American Gastroenterological Association Updates Diet Recommendations for Irritable Bowel Syndrome

American Gastroenterological Association Updates Diet Recommendations for Irritable Bowel Syndrome

Douglas K. Rex, MD, MASGE, reviewing Chey WD, et al. Gastroenterology 2022 Mar 22.

Irritable bowel syndrome (IBS) can be managed with a variety of treatments but commonly with diet and medications. This document from the American Gastroenterological Association provides “best practice advice” for using diet therapy for IBS. Below are some key points from the clinical practice update:

  • Diet advice is best when patients with IBS have insight into meal-related symptoms and are motivated to try changes. If patients are willing, refer them to a registered dietitian nutritionist (RDN).
  • Poor candidates for restrictive diets include those consuming few culprit foods or those with malnutrition risk, food insecurity, an eating disorder, or uncontrolled psychiatric disorder. Routine screening for eating disorders is needed because they are common and often overlooked.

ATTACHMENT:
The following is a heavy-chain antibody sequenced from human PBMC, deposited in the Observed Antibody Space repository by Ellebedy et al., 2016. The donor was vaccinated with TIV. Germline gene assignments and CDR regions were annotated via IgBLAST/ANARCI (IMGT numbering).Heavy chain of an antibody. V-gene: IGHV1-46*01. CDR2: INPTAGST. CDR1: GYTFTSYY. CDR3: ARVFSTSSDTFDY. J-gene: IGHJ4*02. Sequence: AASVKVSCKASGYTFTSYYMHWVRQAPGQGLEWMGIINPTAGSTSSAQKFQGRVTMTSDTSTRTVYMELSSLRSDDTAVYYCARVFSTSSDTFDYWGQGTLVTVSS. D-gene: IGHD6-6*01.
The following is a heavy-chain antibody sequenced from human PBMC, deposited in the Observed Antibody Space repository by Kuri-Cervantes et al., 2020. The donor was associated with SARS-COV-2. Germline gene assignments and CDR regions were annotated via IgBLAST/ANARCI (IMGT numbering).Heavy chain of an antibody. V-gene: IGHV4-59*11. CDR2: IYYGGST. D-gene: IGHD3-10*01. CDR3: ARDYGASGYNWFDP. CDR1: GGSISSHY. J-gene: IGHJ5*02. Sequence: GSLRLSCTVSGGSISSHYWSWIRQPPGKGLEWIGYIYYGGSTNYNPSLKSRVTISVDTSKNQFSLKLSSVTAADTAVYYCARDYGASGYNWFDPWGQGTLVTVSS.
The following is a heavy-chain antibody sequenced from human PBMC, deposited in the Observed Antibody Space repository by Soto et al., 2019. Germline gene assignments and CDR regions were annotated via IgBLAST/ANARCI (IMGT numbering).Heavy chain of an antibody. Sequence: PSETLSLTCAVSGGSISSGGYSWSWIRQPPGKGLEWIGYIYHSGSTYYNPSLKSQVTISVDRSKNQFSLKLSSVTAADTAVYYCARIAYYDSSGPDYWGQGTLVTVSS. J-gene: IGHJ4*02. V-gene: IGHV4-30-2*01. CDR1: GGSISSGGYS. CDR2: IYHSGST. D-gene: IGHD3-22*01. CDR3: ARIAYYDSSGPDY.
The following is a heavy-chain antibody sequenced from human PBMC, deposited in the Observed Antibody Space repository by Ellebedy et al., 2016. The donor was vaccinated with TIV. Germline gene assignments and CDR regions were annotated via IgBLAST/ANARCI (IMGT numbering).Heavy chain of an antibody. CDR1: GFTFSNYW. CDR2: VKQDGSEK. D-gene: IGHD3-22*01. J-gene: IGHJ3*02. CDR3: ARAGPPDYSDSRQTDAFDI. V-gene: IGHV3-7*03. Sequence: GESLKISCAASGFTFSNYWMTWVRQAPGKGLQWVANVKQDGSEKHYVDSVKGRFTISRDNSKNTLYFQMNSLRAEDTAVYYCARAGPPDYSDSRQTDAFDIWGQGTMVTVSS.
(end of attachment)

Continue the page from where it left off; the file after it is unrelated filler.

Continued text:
• Try a diet change for a specific duration of time and, if there is no response, move on to a different diet change or different therapy. 
  • When referring to an RDN, the patient should keep a food diary for at least 3 days with symptom correlation. Insurance payment for the RDN can be a problem; therefore, it is important to document the medical necessity of a consultation and use a specific ICD-10 code.
  • Soluble fiber treats global IBS symptoms. Insoluble fiber (wheat bran, whole grains, fruit and vegetable skins, and seeds) does not.
  • A diet low in fermentable oligosaccharides, disaccharides, monosaccharides, and polyols (FODMAP) is the best evidence-based diet for IBS. Healthy eating advice (traditional healthy eating as advised in the National Institute for Health and Care Excellence guidelines) is also effective.  
  • The restrictive phase of a low-FODMAP diet should last no more than 4 to 6 weeks. This is followed by the reintroduction of FODMAP foods and personalization based on reintroduction results.
  • A gluten-free diet is often effective, although randomized controlled trials have had mixed results.

Douglas K. Rex, MD, FASGE


The supplementary materials and tables include useful resources, such as a malnutrition screening tool, lists of codes approved for RDN reimbursement, diet and lifestyle advice for adults with IBS, and online resources.

Note to readers: At the time we reviewed this paper, its publisher noted that it was not in final form and that subsequent changes might be made.


Chey WD, Hashash JG, Manning L, Chang L. AGA clinical practice update on the role of diet in irritable bowel syndrome: expert review. Gastroenterology 2022 Mar 22. (Epub ahead of print) (

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